We have talked with Casals about Trio Opus 38 of Brahms. "How monotonous it would be," he declared, "if all these eight notes were played with equal length. So here we need to present variety, not in dynamics alone, but in the amount of time we go to notes which are equal in length. Notes that are more important than others are to be held a bit longer, but the audience must still be aware of the fact that eighth notes are being played. When we take liberties, there must be great order!"
Concerning the cadenza to the Boccherini Concerto, again the reiteration, "There must be liberty with order. Where there is fantasy there must be logic and order."
While participating in the presentation of a master class, it is impossible not to take note of Casals' exactitude regarding intonation. "Intonation is a life long job. In the first position the stretch of the hand is not natural and so we have to make a special effort to play in tune. Frequently, the second finger will be too high in the first positon. Trills are particularly vulnerable. The upper finger must be sure to reach high enough or the trill will be out of tune."
Regarding fingering Casals has many definite ideas to offer us. "As a general rule I like to avoid jumps. I prefer extensions. You are in a better position then to measure the distance between notes and jump only when you need to. For solidity I prefer to use the third finger when possible instead of the fourth. I find it strontger and I am sure to hit the note in tune."
"Violinists certainly understand this," we agreed.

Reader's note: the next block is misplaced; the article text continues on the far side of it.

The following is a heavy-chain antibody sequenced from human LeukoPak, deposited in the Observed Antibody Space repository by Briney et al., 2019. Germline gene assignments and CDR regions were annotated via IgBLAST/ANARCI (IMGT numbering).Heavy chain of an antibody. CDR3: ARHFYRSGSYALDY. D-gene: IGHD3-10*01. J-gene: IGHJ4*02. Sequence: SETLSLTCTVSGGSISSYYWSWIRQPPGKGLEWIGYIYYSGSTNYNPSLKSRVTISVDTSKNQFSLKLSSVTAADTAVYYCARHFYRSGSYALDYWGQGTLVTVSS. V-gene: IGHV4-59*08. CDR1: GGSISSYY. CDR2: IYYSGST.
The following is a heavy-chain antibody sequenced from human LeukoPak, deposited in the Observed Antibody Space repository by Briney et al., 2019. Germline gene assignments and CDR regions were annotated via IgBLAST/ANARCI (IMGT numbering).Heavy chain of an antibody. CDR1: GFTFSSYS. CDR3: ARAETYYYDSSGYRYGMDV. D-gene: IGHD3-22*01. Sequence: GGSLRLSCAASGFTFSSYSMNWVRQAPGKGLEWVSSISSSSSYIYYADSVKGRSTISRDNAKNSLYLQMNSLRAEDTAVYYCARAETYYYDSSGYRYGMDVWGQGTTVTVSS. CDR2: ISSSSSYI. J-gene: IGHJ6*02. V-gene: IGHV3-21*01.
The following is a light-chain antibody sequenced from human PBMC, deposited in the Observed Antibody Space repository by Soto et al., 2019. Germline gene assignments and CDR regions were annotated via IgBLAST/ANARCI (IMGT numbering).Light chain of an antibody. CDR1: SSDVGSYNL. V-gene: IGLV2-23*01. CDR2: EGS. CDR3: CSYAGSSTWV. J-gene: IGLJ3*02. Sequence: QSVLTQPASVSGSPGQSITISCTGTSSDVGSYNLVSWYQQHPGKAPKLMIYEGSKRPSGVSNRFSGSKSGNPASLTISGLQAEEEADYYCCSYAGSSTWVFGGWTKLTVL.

"I like to feel that what I can do with the third finger I do not permit myself to do with the fourth finger. To make certain that I get perfect fifths I frequently tune the G string just a shade higher to make a perfect fifth with the D string."
Returning to trills, he "objects to trills that are too fast in a slow movement. I never like to start them in full speed. When we have a trill on a long note we first play the note, or we might say first comes the presentation of the note, then the trill, then the continuation of the sound with a crescendo or a diminuendo. Frequently a trill will have two accent."
"Does the same principle apply when a note is preceded by the same note as the one with which the trill begins?"
"In that case do not start the trill with the higher note. An example of this would be the 20th measure of the Adagio in Bach's Gamba Sonata in D major."
"When the accent is not pertaining to a trill, how would you recommend it be handled?"
"Herein," replied Casals. "lies much skill and thought. A salient point I wish to make is that the accent must be on the beginning of a note and must be followed by a diminuendo. Do not start the note and then create the accent. The diminuendo which follows the accent," he advised, "must be carefully planned. If it is to be diminuendos, I should like to add that frequently a diminuendo should replace a ritardando. Many times it is best not to have a diminuendo plus a ritardando."
"Could we discuss the bowings in general?" we asked him.
"As a general rule I feel that young musicians should try to avoid enslaving themselves to the bowings which are marked. Rather than this, change them frequently to create a quality and sonority of tone that you conceive in your mind."
"But what about long notes?"
"By all means, change bows even in the middle of a long note. To develop good bow technic we should learn to hold long notes that are even on all dynamic levels. In public performance," he assured us, "feel free however, to change bows on long notes.
"In the past musicians have felt that they should use all of the bow always. I disagree. We want to use only as much bow as we need, and only in that part of the bow we wish to play. As for chords," he said, "I am not always happy by following the tradition of playing chords with two strings at a time. It is not always the most musical way to play chords. Many times I do not like to use all the bow in chord playing. I like to concentrate on the bass note, making sure it has a rich sound and there is no harm in ending on the highest note and holding it."